Despite the positive benefits of having accounting experts on the audit committee, less than one-third of audit committee members (29%) have some kind of accounting expertise, and even fewer possess a CPA license. This article describes the compensation audit committee members have reportedly received and analyzes whether compensation differs between members with a CPA license, accounting experts without a CPA license, and all other members. The authors believe that one of many reasons why relatively few CPAs serve on audit committees may be the level of compensation offered to potential candidates. Other possibilities–including lack of interest, bad fit, lack of time, and the fact that serving on an audit committee is inherently a social process–are acknowledged but not explored here. [For a discussion of such reasons, see Beasley, M.S., J.V. Carcello, D.R. Hermanson., and T.L. Neal, “The Audit Committee Oversight Process,” Contemporary Accounting Research, vol. 26, no. 1, pp. 65–122 (2009).] To provide some insight on the compensation to expect for serving on the audit committee, the authors analyzed a sample of 69,240 audit committee members for financial years 2009–2017. The data source was BoardEx, a business technology platform that provides information on board structure, remuneration, committee membership, and other corporate governance variables of publicly traded and large private companies. BoardEx collects audit committee member and compensation data from SEC proxy filings such as the 10-K and DEF14A. Audit committee members were classified by their accounting qualifications. Of the 69,240 members, 13,279 (19%) were CPAs, 7,003 (10%) did not have a CPA license, but possessed accounting expertise/experience [e.g., chief financial officers (CFOs), controllers, chief accounting officers (CAO), and auditors], and 48,958 (71%) were neither CPAs nor had any other significant accounting expertise/experience (Other). Most of the CPAs (69%) served in an executive role designated as a vice-president, consultant, advisor, manager, and director. Also, 23% of CPAs served as CFO; 25% served in a role designated CEO, president, or managing director; 6% served in a senior accounting role such as controller, CAO, or accountant; while 6% served as a chief operating officer. An additional 8% of CPAs were partners or senior managers in a CPA firm and 7% of CPAs held academic positions. These data could imply that CPAs work their way up to high levels in senior executive positions (though the data collected do not track when a CPA obtained their license or moved from public accounting to industry). Of the non-CPA accounting experts, 43% were CFOs, 7% were controllers, 5% were CAOs, 7% were accountants and accounting clerks, 3% were auditors, 3% were treasurers, and less than 1% were academics.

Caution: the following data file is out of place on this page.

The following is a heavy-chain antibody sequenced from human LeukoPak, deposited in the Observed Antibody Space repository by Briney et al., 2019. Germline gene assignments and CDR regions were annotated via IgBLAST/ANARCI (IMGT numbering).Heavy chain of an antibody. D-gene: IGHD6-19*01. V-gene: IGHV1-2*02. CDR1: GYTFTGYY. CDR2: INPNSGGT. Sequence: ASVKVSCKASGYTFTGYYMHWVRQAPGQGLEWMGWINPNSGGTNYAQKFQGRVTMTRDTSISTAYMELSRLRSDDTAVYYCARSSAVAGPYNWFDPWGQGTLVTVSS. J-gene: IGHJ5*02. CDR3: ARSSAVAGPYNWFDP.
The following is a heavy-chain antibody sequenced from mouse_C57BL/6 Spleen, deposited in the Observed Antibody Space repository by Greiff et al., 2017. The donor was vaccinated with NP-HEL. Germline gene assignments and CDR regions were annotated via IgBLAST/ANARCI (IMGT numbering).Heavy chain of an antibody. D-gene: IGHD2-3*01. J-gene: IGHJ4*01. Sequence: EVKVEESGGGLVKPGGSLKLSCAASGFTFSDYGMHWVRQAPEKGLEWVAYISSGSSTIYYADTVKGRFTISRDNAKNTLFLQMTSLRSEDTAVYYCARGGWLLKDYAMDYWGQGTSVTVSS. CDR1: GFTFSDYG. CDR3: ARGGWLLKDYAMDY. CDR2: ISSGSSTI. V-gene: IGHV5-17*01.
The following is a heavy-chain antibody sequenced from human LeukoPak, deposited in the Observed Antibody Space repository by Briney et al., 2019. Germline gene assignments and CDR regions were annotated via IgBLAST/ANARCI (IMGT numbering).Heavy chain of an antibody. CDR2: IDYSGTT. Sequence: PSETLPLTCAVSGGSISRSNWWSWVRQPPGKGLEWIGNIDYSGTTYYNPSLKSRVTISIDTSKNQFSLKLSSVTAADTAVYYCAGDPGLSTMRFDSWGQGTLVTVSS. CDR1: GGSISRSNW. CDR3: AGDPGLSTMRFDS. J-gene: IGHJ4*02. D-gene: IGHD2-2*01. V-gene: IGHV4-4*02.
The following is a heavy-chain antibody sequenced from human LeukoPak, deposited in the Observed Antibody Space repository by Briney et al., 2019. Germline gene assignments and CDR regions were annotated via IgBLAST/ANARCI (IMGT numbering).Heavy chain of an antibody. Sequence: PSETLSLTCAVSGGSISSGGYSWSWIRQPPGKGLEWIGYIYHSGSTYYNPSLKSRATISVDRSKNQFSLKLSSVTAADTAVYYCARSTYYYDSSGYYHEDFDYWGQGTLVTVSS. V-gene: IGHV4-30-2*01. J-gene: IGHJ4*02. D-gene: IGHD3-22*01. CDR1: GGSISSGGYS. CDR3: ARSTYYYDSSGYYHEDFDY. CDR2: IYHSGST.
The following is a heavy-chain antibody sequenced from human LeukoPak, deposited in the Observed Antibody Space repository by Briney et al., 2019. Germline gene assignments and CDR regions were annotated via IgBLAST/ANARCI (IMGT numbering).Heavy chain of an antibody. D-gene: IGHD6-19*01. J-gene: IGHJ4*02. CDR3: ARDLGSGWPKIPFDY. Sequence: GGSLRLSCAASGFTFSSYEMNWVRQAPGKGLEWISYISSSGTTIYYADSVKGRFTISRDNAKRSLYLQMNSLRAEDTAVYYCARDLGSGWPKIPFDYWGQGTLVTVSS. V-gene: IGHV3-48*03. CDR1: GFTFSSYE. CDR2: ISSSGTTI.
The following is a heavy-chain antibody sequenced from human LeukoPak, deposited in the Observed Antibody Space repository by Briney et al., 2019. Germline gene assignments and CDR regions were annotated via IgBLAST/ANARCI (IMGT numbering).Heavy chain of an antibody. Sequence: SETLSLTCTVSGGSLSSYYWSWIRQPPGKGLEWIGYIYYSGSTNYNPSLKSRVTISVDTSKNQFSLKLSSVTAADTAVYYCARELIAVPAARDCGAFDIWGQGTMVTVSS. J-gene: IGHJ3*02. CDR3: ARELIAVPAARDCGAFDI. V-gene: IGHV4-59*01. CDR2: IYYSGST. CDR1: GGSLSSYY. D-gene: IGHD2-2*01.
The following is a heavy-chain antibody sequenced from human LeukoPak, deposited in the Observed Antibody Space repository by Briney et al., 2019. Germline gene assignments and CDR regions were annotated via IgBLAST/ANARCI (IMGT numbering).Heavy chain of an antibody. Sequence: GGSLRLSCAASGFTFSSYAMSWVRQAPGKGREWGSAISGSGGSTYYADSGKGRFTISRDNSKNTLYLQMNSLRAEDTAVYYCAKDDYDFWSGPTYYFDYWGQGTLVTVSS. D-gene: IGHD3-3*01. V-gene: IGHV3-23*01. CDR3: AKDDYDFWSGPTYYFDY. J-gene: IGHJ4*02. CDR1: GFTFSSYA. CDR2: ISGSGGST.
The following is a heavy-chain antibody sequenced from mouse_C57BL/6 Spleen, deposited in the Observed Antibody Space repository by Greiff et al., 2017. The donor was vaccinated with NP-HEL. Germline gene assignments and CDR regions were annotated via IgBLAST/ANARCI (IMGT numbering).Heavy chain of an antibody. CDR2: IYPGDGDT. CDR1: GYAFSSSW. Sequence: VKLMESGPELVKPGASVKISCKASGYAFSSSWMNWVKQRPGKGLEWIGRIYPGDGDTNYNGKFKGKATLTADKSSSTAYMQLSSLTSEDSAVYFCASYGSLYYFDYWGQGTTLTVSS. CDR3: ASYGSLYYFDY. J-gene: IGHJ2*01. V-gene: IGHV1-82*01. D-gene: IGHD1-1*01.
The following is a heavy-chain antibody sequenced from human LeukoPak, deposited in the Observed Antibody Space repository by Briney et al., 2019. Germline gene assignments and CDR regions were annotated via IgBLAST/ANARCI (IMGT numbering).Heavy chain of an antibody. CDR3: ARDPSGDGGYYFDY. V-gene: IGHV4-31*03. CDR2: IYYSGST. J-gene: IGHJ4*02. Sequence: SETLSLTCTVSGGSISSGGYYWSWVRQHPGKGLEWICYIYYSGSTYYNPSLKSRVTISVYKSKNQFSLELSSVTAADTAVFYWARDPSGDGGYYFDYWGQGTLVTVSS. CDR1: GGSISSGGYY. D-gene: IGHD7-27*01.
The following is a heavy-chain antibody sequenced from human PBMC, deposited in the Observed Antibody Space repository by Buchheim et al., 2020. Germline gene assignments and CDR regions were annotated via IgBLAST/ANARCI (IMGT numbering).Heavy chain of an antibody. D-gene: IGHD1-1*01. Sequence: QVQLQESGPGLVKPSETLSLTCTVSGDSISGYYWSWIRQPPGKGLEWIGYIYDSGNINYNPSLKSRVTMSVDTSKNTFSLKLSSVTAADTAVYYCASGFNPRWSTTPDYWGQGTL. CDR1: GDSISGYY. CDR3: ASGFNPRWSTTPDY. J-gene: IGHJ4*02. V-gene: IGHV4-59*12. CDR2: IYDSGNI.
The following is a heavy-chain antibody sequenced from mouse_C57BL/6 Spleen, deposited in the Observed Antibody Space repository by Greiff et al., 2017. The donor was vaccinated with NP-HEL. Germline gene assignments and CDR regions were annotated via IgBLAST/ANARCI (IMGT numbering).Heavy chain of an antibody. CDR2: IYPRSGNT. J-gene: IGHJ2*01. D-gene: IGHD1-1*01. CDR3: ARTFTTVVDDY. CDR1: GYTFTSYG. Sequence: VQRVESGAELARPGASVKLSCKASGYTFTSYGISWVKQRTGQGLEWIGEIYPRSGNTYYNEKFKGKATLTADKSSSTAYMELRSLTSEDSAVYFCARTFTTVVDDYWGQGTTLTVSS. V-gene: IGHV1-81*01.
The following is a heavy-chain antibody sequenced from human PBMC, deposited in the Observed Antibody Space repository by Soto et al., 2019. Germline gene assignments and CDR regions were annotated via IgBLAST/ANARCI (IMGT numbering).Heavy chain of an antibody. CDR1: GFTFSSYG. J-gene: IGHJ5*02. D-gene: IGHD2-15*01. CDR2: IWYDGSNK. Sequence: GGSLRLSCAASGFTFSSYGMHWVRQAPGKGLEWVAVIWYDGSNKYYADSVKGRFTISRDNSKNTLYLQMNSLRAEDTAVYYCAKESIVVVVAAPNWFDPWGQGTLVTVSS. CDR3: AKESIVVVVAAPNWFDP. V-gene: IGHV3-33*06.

Exhibit 1 shows that, since the tail end of the financial crisis (2009), there has been a slight increase in the representation of CPAs and non-CPA accounting experts on audit committees, with a decrease in “Other” back-grounds. Between 2009 and 2017, the data underlying Exhibit 1 show that the proportion of CPAs and non-CPA accounting experts increased by 4.5% and 8.6%, respectively, while others serving on audit committees declined by 22%. These trends suggest the demand for accounting experts is in line with the increasing responsibilities imposed on audit committees. In 2009, the data used shows there was 7,999 members, but this number has declined since then, with 2016 and 2017 showing audit committee members of 7,405 and 6,813, respectively. Such trends suggest that more audit committee members are leaving than joining audit committees. This could be due to increasing workloads and expanded responsibilities, such as cybersecurity risks.